Have you painted fiberglass with a roller? What did you use and how did it turn out?

Discussion in 'Fiberglass and Composite Boat Building' started by magentawave, Sep 11, 2013.

  1. magentawave
    Joined: Jul 2013
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    magentawave Senior Member

    Has anyone painted fiberglass with a roller? And did you get good results? What did you use? I'm asking because I'm thinking of painting a Toyota Sunrader motorhome with a fiberglass body with this method.

    Thanks
     
  2. alan white
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    alan white Senior Member

    Very simple and common. I suggest a Petit or Interlux single part urthane. It should last a few years with good gloss retention. A gallon will cost $80-$100 but good house enamels are at least $40 a gallon lately.
    Don't even consider rolling/tipping. Rent, borrow or buy a spray rig. Even a cheap spray rig will do a better job than rolling/tipping.
    Today's paints are constantly changing formulations to keep up with the latest VOC regs. The result is paints have suffered in terms of brushability compared with the past. Not all but some and few seem to be advertising the fact.
    i'm personally done with brushing if I can spray and there's no big safety issue with spraying single-part paints, only two-part formulations.
     
  3. magentawave
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    magentawave Senior Member

    I would rather spray but I was thinking of rolling because I'm going to have to paint it outside.
     
  4. alan white
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    alan white Senior Member

    Better reason to spray if you use a fast drying solvent in the paint. The less time the paint sits wet the better. Though I would rent a building rather than paint outside.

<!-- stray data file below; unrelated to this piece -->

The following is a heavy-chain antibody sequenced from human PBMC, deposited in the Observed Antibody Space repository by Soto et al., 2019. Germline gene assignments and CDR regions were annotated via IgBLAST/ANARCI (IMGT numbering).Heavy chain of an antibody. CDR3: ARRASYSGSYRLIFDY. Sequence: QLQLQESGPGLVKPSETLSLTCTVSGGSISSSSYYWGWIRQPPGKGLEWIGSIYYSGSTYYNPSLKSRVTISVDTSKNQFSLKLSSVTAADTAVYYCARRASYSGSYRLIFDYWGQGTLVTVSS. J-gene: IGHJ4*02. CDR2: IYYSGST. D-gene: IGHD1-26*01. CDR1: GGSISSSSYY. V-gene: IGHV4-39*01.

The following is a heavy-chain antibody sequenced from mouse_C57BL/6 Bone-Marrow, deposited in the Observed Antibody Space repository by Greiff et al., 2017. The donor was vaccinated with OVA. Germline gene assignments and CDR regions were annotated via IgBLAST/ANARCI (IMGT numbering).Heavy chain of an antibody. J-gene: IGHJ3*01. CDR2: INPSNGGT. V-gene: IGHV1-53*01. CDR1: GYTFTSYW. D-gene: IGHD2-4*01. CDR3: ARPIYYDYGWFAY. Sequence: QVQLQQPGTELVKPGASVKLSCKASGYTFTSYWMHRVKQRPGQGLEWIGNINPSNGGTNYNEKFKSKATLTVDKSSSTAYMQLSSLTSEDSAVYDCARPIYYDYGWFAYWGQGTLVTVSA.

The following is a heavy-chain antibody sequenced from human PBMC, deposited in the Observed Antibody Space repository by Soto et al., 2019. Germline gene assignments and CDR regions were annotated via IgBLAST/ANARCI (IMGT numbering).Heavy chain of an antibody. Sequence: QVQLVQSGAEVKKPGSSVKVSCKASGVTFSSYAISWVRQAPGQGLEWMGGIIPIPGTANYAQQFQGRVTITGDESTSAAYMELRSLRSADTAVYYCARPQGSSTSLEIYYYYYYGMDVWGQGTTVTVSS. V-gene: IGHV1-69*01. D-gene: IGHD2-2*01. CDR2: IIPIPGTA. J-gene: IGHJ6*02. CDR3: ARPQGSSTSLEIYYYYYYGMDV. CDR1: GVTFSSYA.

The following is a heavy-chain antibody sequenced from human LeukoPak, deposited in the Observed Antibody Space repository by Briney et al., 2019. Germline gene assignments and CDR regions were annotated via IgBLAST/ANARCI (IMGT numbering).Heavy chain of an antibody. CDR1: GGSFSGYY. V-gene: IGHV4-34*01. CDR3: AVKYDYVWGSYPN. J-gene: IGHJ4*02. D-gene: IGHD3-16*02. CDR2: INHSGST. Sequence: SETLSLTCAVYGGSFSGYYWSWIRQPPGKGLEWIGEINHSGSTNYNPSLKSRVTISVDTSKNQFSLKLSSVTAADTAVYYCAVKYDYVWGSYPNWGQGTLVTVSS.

Break the thing down to small areas and mask off for more control.
     
  5. Mr Efficiency
    Joined: Oct 2010
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    Mr Efficiency Senior Member

    Rolling and tipping works quite well if you can keep a wet edge, if you go back onto areas that are starting to dry, it can get troublesome. Experiment on a vertical non-absorbent surface first to get the viscosity right, and you can buy flow enhancing additives that may make it easier.
     
  6. hoytedow
    Joined: Sep 2009
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    hoytedow Carbon Based Life Form

    I used the single part Petit rolled on and got very good results. Spraying is the best but the roller result is still very good.
     
  7. alan white
    Joined: Mar 2007
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    alan white Senior Member

    Same here. But spraying is now possible with very little outlay. I think rolling anf tipping two-part is a good method due to the dangers of spraying catylizing paints but single part paints work very well with spraying and in a fraction of the time.
    I used some Petit semi-gloss (brushed on) earlier this year and no matter which brushing thinner I used (or without any thinner) I got very poor results due to the semi-gloss aspect of the formulation. Seems the formula wasn't the same as several years ago. Brush strokes showed until I compounded the job. The semi-glass additive was seperating at the surface for some reason. It bacasme a huge job due to getting it to look as I wanted it to compared to if I'd sprayed. I've painted enough semi-gloss over the years to know what to expect, but as I said, formulations seem to have changed.
     

  8. missinginaction
    Joined: Aug 2007
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    missinginaction Senior Member

    I'm just now finishing up painting on my boat project with Interlux Perfection, a two part linear polyurethane. I'd agree with the posts previous, especially Mr. Efficiency.

    Follow the manufacturers instructions and be sure to use a solvent resistant roller with the two part paints. The only part of the job that requires finesse is the addition of a small amount of brushing solvent to adjust the viscosity of the paint depending on temperature. Interlux says 0 to 10%. I've found if the temp is in the eighties you need no thinner if the temp is in the sixties you need more. But...if you lay on a coat to a horizontal piece of plywood and then stand the piece vertical for a few minutes you will quickly see if the paint will run. With this paint less is more, thin coats are crucial.

    If you are using light colors you may not need to tip off at all. I use "Snow White" perfection and get a very satisfactory result with just a roller.

    Good Luck,

    MIA
     
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